Global – The following article is based on the latest Stainless Steel & Special Alloys World Mirror produced by the BIR world recycling organisation for the benefit of its members.
The lack of demand for stainless steel scrap has been balanced by its low availability, while a weak nickel price is also expected to be among the major challenges for scrap processors and traders in 2013. However, it is believed that nickel pig iron (NPI) production in China will not only provide a ceiling for nickel prices but also support the metal’s value ‘when it drops too low’.
For stainless production, China still relies mainly on NPI for its nickel units. But with the LME at lower levels, some producers ‘may cut back less cost-effective NPI production’. Experts believe it is ‘unlikely that China will return to the stainless scrap import market in the near future’.
Scrap supply in Asia is tight given lower manufacturing levels. Stainless steel mills in South Korea are anticipating that production for the whole of this year will be approximately 400 000 tonnes or 20% lower, with most of the impact falling on the 300 series.
Meanwhile, the country’s imported scrap inventory is deemed ‘quite high’. From the perspective of recent history, the country’s scrap ratio is still ‘relatively robust’ at 50-55%. The third-quarter outlook is ‘flat at best’, with the greater likelihood of ‘further production cuts and less demand for scrap’.
In the first quarter of 2013, most mills in Taiwan purchased scrap ‘aggressively’ in expectation of increased activity in the second and third quarters. Such hopes have not materialised to date and now appear unlikely to be met. Therefore, the prediction here too is that all mills in Taiwan will trim production and reduce scrap purchases to an even greater extent.
As a result of very weak demand from stainless steel mills in India, scrap imports have plummeted. With the steep fall in nickel prices, scrap processors are reluctant to sell what they have collected at higher nickel values. India’s stainless steel mills are facing a major slowdown and perhaps ‘one of their most difficult periods in recent years’, with very few enquiries received for finished products.
Mills are currently operating at close to 60% of their capacity and, given the current economic situation, a very depressed 2013 appears inevitable.
In Europe, there is said to be continuing uncertainty surrounding the ongoing reorganisation of the stainless industry which, according to one expert, is ‘suffering probably its most difficult conditions for decades’. Issues include overcapacity, product mix uncertainty and sales disciplines.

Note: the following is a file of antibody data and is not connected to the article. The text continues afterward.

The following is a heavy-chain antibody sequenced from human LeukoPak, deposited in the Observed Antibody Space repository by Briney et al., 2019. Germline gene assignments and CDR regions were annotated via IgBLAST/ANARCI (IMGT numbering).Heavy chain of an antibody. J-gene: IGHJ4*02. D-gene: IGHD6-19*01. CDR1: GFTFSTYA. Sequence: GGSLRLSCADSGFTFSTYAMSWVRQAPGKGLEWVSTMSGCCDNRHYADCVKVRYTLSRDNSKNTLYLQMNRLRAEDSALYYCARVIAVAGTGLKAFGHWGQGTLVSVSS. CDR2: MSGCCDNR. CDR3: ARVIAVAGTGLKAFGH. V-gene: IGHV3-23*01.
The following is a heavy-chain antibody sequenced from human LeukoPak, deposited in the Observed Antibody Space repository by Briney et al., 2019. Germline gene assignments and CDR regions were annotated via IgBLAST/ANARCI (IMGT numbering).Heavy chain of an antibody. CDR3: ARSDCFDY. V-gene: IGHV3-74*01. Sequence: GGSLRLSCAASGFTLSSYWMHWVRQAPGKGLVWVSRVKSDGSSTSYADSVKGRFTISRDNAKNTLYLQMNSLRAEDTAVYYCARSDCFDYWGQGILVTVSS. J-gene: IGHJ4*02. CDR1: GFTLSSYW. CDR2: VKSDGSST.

Also, a falling nickel price has increased the pressure on stainless mills; customers have been cautiously following these price developments and actively postponing orders. In common with counterparts in Asia, weaker-than-forecast demand for finished products during the first quarter forced some mills to reduce production levels and thus stainless steel scrap requirements.
The market in the USA appears relatively buoyant compared to most other producing regions. In the first quarter of 2013, stainless mills increased their production by approximately 5% over the same period last year. April mill scrap purchasing continued to support the relatively decent business climate for US mills, as stainless production reportedly increased 4.5% over March.
The vast majority of this production gain is being attributed to North American Stainless (NAS) which is said to have run at 80-85% of capacity. The ability to secure their scrap requirements at discounted levels appears to be enabling US producers to remain competitive with their sales. Meanwhile, scrap availability is tight in the USA owing to the decline in manufacturing and major demolition activity.
Most analysts expect US stainless mills to record a 6% increase in production for this year and so the requirement for scrap should persist. Interestingly, US production of the austenitic grades has risen by around 3% over the past five years.
Russia has controlled exports of stainless scrap to the extent that ‘it is barely possible to earn money’ from this activity; scrap can be exported successfully only as semi-finished product in slab/ingot form, flowing mostly through the port of St Petersburg. Scrap sales to domestic consumers regularly raise issues such as payment delays and price renegotiations after delivery.
The titanium and specialty alloy markets are characterised by bleak forecasts and plenty of material availability. For the titanium sector, aerospace demand predictions have been lowered considerably while secondary titanium demand has also stagnated owing to lower production rates for ferritic stainless and carbon steel along with increased scrap availability.
The nickel and cobalt based alloy sector is ‘in the doldrums’ while the high speed steel market has also retreated, and projections for the second and third quarters are not positive.
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